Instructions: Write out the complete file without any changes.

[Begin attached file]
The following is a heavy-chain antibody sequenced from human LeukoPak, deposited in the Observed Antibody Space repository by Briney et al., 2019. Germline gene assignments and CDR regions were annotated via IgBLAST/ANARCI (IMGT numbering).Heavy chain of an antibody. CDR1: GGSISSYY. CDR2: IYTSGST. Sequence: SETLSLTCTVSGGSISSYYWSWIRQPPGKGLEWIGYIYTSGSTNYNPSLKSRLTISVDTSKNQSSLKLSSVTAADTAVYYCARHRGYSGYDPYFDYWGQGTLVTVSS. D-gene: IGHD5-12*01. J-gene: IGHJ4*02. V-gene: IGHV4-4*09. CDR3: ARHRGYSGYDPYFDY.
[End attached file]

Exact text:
The following is a heavy-chain antibody sequenced from human LeukoPak, deposited in the Observed Antibody Space repository by Briney et al., 2019. Germline gene assignments and CDR regions were annotated via IgBLAST/ANARCI (IMGT numbering).Heavy chain of an antibody. CDR1: GGSISSYY. CDR2: IYTSGST. Sequence: SETLSLTCTVSGGSISSYYWSWIRQPPGKGLEWIGYIYTSGSTNYNPSLKSRLTISVDTSKNQSSLKLSSVTAADTAVYYCARHRGYSGYDPYFDYWGQGTLVTVSS. D-gene: IGHD5-12*01. J-gene: IGHJ4*02. V-gene: IGHV4-4*09. CDR3: ARHRGYSGYDPYFDY.